September mortality statistics ‘broadly in line’ with previous years, CSO says

Excess mortality for between March and September is estimated to be between 876 and 1,192 deaths

Covid-19 does not seem to have caused a large increase in mortality statistics, in September as new figures show the number of deaths in that month was “broadly in line” with previous years’ mortality statistics.

According to an analysis of death notices on, published by the Central Statistics Office (CSO) on Monday, excess mortality for between March and September is estimated to be between 876 and 1,192 deaths.

Excess mortality is a term used to describe the number of deaths that occurred over and above what would have been expected to see under normal conditions.

However, this latest excess mortality figure is substantially lower than the 1,806 Covid-19 deaths officially reported to the National Public Health Emergency Team (NPHET) over this period.


The Health Information Quality Authority (Hiqa) has previously suggested that Ireland's official Covid-19 deathtoll was overstated.

In a July report, the health watchdog suggested this could be due to the inclusion within official figures of people who were infected with coronavirus at the time of death but whose cause of death may have been “predominantly” due to other factors.

Death notices

According to the CSO, the number of death notices observed for September 2020 was 2,353 which is broadly in line with previous years’ mortality statistics.

Statistician John Flanagan said the "most notable" increase in death notices was in April, during the peak of the pandemic.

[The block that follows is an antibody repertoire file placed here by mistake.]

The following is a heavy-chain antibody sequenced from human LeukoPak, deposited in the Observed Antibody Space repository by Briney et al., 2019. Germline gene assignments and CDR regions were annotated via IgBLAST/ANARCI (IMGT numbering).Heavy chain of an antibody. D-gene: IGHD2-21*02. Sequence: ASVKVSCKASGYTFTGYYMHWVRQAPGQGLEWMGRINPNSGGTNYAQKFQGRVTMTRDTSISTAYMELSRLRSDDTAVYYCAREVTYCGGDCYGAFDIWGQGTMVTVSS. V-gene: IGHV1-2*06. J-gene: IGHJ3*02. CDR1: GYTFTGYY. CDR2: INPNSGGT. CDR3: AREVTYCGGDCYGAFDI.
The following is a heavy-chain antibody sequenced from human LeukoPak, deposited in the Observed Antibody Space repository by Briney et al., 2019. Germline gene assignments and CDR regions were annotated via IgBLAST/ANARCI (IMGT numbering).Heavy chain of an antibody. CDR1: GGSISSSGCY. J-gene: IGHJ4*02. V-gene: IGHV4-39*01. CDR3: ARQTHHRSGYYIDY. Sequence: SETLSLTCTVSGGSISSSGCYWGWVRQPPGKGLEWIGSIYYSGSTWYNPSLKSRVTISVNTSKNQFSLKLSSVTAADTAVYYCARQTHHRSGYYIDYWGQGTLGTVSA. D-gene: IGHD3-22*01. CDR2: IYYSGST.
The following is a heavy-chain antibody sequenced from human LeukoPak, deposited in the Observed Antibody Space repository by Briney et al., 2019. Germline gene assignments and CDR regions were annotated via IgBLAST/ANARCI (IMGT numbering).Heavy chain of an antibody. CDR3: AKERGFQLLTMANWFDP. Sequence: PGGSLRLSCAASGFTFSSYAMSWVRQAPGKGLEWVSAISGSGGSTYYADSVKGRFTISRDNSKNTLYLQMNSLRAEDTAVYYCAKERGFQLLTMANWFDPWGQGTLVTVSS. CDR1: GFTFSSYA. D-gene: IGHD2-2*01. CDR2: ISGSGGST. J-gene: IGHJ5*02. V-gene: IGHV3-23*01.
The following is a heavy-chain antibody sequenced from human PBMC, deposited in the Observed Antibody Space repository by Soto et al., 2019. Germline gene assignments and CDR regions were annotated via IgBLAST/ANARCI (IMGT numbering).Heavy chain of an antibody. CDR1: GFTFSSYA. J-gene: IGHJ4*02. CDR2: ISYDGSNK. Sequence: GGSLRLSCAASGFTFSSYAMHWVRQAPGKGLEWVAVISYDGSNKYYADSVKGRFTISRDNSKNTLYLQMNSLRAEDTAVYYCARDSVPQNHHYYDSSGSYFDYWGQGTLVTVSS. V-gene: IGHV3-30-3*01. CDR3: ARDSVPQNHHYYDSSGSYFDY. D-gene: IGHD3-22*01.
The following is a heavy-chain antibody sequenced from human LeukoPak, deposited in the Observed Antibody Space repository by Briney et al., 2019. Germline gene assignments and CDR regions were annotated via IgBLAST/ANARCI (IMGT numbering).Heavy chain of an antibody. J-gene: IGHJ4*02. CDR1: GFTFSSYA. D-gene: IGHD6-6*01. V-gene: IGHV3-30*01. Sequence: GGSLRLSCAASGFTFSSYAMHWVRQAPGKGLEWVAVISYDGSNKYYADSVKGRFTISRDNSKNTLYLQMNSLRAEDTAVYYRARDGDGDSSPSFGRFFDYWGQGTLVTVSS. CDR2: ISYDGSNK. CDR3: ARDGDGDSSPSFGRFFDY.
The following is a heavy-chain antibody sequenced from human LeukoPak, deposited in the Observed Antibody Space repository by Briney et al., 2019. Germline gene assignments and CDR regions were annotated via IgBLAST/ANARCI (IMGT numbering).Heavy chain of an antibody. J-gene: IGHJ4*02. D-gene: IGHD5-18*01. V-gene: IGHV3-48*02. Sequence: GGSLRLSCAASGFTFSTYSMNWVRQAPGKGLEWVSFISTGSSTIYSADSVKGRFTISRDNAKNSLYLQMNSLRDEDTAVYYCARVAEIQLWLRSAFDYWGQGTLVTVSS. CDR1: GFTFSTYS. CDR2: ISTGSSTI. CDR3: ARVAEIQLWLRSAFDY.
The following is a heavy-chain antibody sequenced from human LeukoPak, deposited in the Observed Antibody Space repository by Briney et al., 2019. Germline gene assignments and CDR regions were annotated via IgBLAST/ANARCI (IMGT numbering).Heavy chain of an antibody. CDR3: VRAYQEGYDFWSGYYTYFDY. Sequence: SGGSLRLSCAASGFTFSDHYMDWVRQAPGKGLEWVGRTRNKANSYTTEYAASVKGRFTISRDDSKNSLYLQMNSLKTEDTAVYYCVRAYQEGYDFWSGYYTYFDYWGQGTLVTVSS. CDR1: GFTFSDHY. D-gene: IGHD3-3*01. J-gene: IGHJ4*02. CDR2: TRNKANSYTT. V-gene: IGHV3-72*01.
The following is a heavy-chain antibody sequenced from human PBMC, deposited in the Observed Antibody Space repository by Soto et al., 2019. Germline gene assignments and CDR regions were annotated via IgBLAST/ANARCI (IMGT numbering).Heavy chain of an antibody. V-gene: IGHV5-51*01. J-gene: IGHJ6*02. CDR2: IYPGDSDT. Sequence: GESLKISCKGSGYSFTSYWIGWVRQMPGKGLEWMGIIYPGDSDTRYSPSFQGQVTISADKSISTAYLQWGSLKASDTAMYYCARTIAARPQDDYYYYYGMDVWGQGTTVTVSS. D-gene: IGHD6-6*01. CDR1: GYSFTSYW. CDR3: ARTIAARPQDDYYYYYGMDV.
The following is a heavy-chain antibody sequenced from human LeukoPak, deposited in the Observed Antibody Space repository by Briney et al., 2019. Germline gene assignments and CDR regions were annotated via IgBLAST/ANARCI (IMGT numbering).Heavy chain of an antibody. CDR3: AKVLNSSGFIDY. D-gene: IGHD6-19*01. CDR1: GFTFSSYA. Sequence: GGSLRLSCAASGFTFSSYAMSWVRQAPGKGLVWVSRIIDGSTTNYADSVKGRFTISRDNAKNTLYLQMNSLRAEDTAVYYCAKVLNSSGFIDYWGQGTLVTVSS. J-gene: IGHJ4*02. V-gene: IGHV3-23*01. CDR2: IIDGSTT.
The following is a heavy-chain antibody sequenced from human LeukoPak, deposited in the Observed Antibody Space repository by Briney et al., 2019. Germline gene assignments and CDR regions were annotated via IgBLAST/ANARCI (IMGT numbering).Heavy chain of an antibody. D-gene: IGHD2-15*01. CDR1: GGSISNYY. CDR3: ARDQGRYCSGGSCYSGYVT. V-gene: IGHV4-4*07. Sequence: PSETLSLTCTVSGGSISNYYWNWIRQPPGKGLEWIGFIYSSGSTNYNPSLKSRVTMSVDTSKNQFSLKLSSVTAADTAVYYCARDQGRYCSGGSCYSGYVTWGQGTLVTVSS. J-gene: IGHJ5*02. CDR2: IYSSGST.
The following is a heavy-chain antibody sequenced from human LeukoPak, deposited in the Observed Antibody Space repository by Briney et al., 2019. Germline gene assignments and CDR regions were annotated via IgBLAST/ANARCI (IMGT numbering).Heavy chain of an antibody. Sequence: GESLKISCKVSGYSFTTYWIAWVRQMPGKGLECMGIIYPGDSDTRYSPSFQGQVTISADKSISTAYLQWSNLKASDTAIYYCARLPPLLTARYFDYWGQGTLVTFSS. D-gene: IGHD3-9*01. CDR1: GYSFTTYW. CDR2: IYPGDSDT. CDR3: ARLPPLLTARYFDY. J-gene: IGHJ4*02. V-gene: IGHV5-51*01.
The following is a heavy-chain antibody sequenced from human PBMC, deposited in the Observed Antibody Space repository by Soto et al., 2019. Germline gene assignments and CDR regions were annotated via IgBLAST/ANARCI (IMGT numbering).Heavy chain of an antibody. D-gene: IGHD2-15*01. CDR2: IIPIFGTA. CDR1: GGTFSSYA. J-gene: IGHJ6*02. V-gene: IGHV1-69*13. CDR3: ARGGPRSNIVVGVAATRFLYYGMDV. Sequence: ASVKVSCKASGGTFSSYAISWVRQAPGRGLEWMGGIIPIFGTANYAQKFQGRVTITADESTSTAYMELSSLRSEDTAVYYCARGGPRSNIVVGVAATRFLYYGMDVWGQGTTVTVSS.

“Numbers of deaths notices increased to 3,502 in April from 2,861 in March. In comparison, the average number of deaths for April for the years 2013-2017 was approximately 2,500. Death notices for September stand at 2,353,” he said.

The CSO added that the number of death notices decreased in May and June, to 2,639 and 2,205 respectively, and has begun to rise slowly between July and September 2020 in line with the trends seen in previous years.

The CSO report also details data on the place of death for more than 80 per cent of cases, using information in the death notice such as “at home”, “in the loving care of staff in a named nursing home”, or “peacefully, at a named hospice”.

Information on the place of death shows increases in death notices mentioning “home: as the place of death, rising from 16.1 per cent in October 2019 to 25.8 per cent in September 2020.

The number of death notices which mentioned Hiqa-registered older person’s facilities declined from a high of 1,237 in April 2020 to 457 in September 2020.

In terms of gender breakdown, 51.2 per cent of all death notices from September were men, while 48.8 per cent were women.

The highest percentage of death notices for males was in March 2020 (53.3 per cent), when there were 89 deaths of males due to Covid-19 compared with 36 deaths of females.

However, the CSO has cautioned that this figure is based on “experimental data”, and assumes, in the absence of Covid-19 deaths, mortality would have followed a similar trajectory to previous years. It does not take into consideration an ageing population or other factors.

The CSO analysis figures are compiled through an examination of all the death notices published on rather than official death registry figures.

This is because the average length of time between the date of death and publication of a death notice on is just 1.1 days compared with the statutory time limit of three months for the official registration of deaths in the State.

Shauna Bowers

Shauna Bowers

Shauna Bowers is Health Correspondent of The Irish Times